It’s important to support Indigenous cancer patients and families in culturally appropriate ways. Dialogue and Storywork is a project designed to improve the transitions and outcomes of First Nations patients during the cancer journey.
Short stories, based on Indigenous story-telling traditions help show the many values, beliefs, and needs of Indigenous cancer patients. First Nations’ patients and family members, along with their family doctors and oncologists (cancer doctors), from British Columbia, Alberta, Manitoba, and the North West Territories, are featured. The videos raise awareness about the cancer journey of Indigenous patients and their families and promotes understanding with healthcare providers.
Video 1: Immediate impacts of a cancer diagnosis (22:59 min)
A cancer diagnosis is a difficult time for everyone. Fear about the future and worry for yourself and your loved ones is common.
Marie Janvier from Alexander First Nation, Alberta, talks about not knowing what to do when her husband’s cancer gets worse. Elsie Lemaigre from Chipewyan Prairie First Nation, Alberta, talks about her fear of what others would think and say after her diagnosis of cancer, and how she chose not to talk about it. Lena Keith from Alexander First Nation, Alberta, talks about her long family history with cancer and trying to get her family and relatives to go for screening.
Family doctors and oncologists talk about the diagnosis and impact of cancer, the experience of residential schools, and its impact on future generations.
It is normal to have feelings of shock, fear and uncertainty after a cancer diagnosis.
Jules Nokohoo from Chipewyan Prairie First Nation, Alberta, talks about his emotional reaction when he first learned of his brother’s cancer diagnosis. Elsie Lemaigre from Chipewyan Prairie First Nation, Alberta, talks about her reaction when the doctor first told her she had cancer.
Family doctors and oncologists talk about cancer, treatment, and coping.
This video focuses on self-care, family, and the need for a community support system.
Jerome Yellowdirt from Alexander First Nation, Alberta, talks about the importance of family and support before, during, and after treatment.
Family doctors and oncologists talk about the importance of family and community support, and the need for helping guide patients through the cancer care system.
This video shares stories of the need for good communication, and the misunderstandings, assumptions, and challenges that may exist.
Marie Janvier and Elsie Lemaigre from Chipewyan Prairie First Nation, Alberta, talk about the need for doctors to spend more time explaining cancer and its treatment. Rema Kootenay from Alexander First Nation, Alberta, talks about wanting doctors to listen to a patient’s concerns.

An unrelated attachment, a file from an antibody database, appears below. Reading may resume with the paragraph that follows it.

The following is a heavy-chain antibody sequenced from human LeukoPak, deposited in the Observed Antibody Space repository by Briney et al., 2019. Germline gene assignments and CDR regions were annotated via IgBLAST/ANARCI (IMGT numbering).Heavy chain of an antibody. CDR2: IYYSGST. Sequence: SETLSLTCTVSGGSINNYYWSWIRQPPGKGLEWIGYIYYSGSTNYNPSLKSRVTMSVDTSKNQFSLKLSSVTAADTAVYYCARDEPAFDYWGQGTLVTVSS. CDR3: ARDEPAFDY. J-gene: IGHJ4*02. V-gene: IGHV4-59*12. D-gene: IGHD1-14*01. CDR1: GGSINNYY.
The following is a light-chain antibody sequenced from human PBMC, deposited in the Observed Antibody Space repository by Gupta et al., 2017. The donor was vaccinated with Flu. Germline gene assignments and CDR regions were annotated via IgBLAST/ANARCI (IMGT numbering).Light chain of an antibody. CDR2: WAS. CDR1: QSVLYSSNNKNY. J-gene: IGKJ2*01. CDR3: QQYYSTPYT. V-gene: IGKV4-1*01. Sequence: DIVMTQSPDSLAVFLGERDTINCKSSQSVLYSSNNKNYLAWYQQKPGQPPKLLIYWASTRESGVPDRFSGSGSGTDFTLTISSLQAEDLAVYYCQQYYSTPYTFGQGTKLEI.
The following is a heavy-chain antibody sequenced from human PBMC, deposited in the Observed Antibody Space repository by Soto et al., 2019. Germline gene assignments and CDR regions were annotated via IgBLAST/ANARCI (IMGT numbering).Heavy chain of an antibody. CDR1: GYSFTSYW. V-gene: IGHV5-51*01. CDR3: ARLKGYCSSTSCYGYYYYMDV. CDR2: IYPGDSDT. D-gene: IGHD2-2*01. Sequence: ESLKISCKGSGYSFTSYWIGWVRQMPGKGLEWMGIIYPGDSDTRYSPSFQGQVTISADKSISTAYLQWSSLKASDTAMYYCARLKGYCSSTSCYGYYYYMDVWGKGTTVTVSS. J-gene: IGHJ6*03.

Family doctors and oncologists talking about the need to be clear, give helpful information, and find out concerns to better meet their needs.
This video explores the importance of Indigenous culture and using traditional knowledge with modern medicine.
Rema Kootenay from Alexander First Nation, Alberta, talks about the power of belief and the strength she received from working with her spiritual leader and family members. Two Indigenous caregivers share their stories of caring for a loved one, and the challenges with feeling culturally supported in the hospital.
Traditional medicine has been passed down through generations.
Jerome Yellowdirt from Alexander First Nation, Alberta, talks about his experience using traditional medicine and the challenges of accessing traditional medicines and food. Others talk about taking traditional medicine, living in balance, and eating traditional food.
Family doctors and oncologists talk about how they don’t always understand or know about traditional healing methods and looking at disease and treatment through different cultural lenses.
This video talks about travelling for care and treatment, the benefit of having a companion, and the challenges of being separated from community and family supports.
Jules Nokohoo from Chipewyan Prairie First Nation, Alberta, talks about the financial stress of getting care outside the community. Marie Janvier from Chipewyan Prairie First Nation, Alberta, talks about the need to support family, especially those who don’t speak English.
Family doctors and oncologists talk about the importance of ensuring patients and their caregivers who travel have access to more support and assistance.
This video discusses the importance of knowing the facts about cancer, cancer prevention and, healthy living to help in the recovery.
Jerome Yellowdirt from Alexander First Nation, Alberta, talks about the lack of information and awareness about cancer that exists in the communities. He emphasizes the need for patients, families and the community to have correct information on cancer and treatment.
Family doctors and oncologists talk about how important it is to play an active role in your care, having a healthy lifestyle and, getting information when you need it.
For full interviews, visit the Dialogue and Storywork project.
Current as of: July 12, 2023
Author: Cancer Care Alberta, Alberta Health Services
This material is not a substitute for the advice of a qualified health professional. This material is intended for general information only and is provided on an "as is", "where is" basis. Although reasonable efforts were made to confirm the accuracy of the information, Alberta Health Services does not make any representation or warranty, express, implied or statutory, as to the accuracy, reliability, completeness, applicability or fitness for a particular purpose of such information. Alberta Health Services expressly disclaims all liability for the use of these materials, and for any claims, actions, demands or suits arising from such use.